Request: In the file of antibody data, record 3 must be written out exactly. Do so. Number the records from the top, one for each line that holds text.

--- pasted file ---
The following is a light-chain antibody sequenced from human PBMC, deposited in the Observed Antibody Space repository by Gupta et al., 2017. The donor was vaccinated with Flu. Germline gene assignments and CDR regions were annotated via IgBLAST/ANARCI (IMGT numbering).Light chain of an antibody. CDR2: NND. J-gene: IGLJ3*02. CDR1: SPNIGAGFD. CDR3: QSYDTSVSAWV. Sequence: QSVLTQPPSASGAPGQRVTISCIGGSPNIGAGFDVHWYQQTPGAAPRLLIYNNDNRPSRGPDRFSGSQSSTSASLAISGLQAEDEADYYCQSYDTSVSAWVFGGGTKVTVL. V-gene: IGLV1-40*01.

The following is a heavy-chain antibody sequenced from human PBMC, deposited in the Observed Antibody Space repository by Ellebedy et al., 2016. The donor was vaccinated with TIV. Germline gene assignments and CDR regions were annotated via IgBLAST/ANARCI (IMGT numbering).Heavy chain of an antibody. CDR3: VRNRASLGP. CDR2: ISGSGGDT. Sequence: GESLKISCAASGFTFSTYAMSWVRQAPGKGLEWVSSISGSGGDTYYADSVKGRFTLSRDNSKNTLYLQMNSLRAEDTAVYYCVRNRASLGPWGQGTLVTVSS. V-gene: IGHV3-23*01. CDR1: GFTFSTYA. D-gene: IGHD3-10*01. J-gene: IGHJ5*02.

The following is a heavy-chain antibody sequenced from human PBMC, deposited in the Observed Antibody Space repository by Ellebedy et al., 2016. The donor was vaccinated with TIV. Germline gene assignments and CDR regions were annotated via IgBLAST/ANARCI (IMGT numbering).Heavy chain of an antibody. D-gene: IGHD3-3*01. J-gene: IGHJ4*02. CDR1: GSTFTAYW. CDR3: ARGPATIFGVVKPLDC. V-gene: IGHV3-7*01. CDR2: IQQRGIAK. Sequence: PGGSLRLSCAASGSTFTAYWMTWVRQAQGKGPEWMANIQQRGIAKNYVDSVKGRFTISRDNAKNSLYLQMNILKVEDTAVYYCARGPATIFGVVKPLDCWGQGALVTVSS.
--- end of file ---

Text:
The following is a heavy-chain antibody sequenced from human PBMC, deposited in the Observed Antibody Space repository by Ellebedy et al., 2016. The donor was vaccinated with TIV. Germline gene assignments and CDR regions were annotated via IgBLAST/ANARCI (IMGT numbering).Heavy chain of an antibody. D-gene: IGHD3-3*01. J-gene: IGHJ4*02. CDR1: GSTFTAYW. CDR3: ARGPATIFGVVKPLDC. V-gene: IGHV3-7*01. CDR2: IQQRGIAK. Sequence: PGGSLRLSCAASGSTFTAYWMTWVRQAQGKGPEWMANIQQRGIAKNYVDSVKGRFTISRDNAKNSLYLQMNILKVEDTAVYYCARGPATIFGVVKPLDCWGQGALVTVSS.